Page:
Apple has a new way for iOS developers to promote their apps in the App Store – but it comes with a price.
On Wednesday, Apple revealed that Search Ads will go live in the App Store starting October 5. The information came in an email Apple sent to app developers encouraging them to create an ad campaign to appear in U.S. search results. Developers who sign up will receive a $100 credit towards their first campaign.
These Search Ads will give developers the opportunity to have their app be featured at the top of relevant search results. Developers can create Search Ads based on various targeting features – including popular search keywords, gender, age, and location – to get their app in front of the right people. There is no minimum spend, and developers will only pay if someone actually downloads their app. They will also be able to stop an ad campaign at any point.
According to Apple, 65 percent of app downloads come directly from search results in the App Store. The company is hoping that Search Ads will help fuel discovery of lesser-known or niche apps. However, it’s safe to say that the Instagrams and Candy Crushes of the world will have bigger ad budgets than indie developers. So, Apple is focusing on relevance as a way to control big advertisers from taking over the App Store.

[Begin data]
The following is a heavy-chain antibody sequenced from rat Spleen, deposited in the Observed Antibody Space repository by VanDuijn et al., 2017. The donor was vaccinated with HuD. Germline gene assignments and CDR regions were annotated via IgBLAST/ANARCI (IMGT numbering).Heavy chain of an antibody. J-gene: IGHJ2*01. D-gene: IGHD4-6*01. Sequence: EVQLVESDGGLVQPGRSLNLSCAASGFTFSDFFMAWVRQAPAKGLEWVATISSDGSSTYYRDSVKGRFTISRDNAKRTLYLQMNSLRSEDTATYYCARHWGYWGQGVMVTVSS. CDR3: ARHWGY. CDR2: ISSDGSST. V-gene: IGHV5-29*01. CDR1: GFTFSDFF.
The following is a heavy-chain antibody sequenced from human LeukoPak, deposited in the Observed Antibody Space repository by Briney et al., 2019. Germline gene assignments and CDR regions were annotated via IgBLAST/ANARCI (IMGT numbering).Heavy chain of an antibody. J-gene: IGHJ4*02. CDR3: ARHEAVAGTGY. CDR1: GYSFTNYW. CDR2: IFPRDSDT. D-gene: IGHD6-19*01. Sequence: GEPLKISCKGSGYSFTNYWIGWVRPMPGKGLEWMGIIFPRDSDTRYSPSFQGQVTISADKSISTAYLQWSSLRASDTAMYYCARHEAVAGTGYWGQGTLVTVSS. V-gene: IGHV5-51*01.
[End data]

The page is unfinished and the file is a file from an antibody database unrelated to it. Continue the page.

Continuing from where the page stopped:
“If an ad is not relevant to what the user is looking for, it will not be shown in the ad spot regardless of how much you are willing to pay,” reads Apple’s Search Ads page.
The impact on you: Apple is also reaffirming its commitment to user privacy as they pertain to these new Search Ads. Users will only see one ad per search query at the top of the results. Furthermore, Apple promises not to track users based on their search queries or share individual user data with advertisers. In addition, developers and advertisers won’t have access to user data from other Apple apps like Health and Apple Pay. Children who are 13 or younger won’t be served Search Ads.
This story, "You'll start seeing Search Ads in the App Store on October 5" was originally published by Macworld.